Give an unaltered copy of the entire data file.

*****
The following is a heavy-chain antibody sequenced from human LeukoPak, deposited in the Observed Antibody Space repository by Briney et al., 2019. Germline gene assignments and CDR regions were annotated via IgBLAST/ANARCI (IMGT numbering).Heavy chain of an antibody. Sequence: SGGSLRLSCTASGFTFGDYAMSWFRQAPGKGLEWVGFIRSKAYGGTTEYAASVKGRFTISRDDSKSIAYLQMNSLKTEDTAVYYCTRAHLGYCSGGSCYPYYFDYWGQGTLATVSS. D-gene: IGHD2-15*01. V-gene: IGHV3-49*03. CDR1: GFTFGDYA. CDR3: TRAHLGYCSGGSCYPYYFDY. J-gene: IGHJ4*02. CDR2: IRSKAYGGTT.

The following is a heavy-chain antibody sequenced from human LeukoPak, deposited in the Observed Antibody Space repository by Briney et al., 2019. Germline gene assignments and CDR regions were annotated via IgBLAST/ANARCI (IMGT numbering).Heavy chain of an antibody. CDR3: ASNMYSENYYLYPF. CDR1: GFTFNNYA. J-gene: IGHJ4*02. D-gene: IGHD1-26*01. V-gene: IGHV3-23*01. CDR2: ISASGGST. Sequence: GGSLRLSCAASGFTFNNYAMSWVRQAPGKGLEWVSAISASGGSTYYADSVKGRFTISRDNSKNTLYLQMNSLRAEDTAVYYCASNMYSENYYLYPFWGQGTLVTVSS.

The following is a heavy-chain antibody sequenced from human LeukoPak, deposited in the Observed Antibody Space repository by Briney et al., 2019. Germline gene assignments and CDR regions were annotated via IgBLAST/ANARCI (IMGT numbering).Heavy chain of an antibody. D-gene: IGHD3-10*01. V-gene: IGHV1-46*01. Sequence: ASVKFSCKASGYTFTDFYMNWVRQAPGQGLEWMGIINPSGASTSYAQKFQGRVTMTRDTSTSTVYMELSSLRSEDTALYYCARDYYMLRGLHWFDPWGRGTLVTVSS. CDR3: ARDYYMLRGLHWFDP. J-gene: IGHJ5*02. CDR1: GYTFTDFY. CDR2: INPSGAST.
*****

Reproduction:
The following is a heavy-chain antibody sequenced from human LeukoPak, deposited in the Observed Antibody Space repository by Briney et al., 2019. Germline gene assignments and CDR regions were annotated via IgBLAST/ANARCI (IMGT numbering).Heavy chain of an antibody. Sequence: SGGSLRLSCTASGFTFGDYAMSWFRQAPGKGLEWVGFIRSKAYGGTTEYAASVKGRFTISRDDSKSIAYLQMNSLKTEDTAVYYCTRAHLGYCSGGSCYPYYFDYWGQGTLATVSS. D-gene: IGHD2-15*01. V-gene: IGHV3-49*03. CDR1: GFTFGDYA. CDR3: TRAHLGYCSGGSCYPYYFDY. J-gene: IGHJ4*02. CDR2: IRSKAYGGTT.

The following is a heavy-chain antibody sequenced from human LeukoPak, deposited in the Observed Antibody Space repository by Briney et al., 2019. Germline gene assignments and CDR regions were annotated via IgBLAST/ANARCI (IMGT numbering).Heavy chain of an antibody. CDR3: ASNMYSENYYLYPF. CDR1: GFTFNNYA. J-gene: IGHJ4*02. D-gene: IGHD1-26*01. V-gene: IGHV3-23*01. CDR2: ISASGGST. Sequence: GGSLRLSCAASGFTFNNYAMSWVRQAPGKGLEWVSAISASGGSTYYADSVKGRFTISRDNSKNTLYLQMNSLRAEDTAVYYCASNMYSENYYLYPFWGQGTLVTVSS.

The following is a heavy-chain antibody sequenced from human LeukoPak, deposited in the Observed Antibody Space repository by Briney et al., 2019. Germline gene assignments and CDR regions were annotated via IgBLAST/ANARCI (IMGT numbering).Heavy chain of an antibody. D-gene: IGHD3-10*01. V-gene: IGHV1-46*01. Sequence: ASVKFSCKASGYTFTDFYMNWVRQAPGQGLEWMGIINPSGASTSYAQKFQGRVTMTRDTSTSTVYMELSSLRSEDTALYYCARDYYMLRGLHWFDPWGRGTLVTVSS. CDR3: ARDYYMLRGLHWFDP. J-gene: IGHJ5*02. CDR1: GYTFTDFY. CDR2: INPSGAST.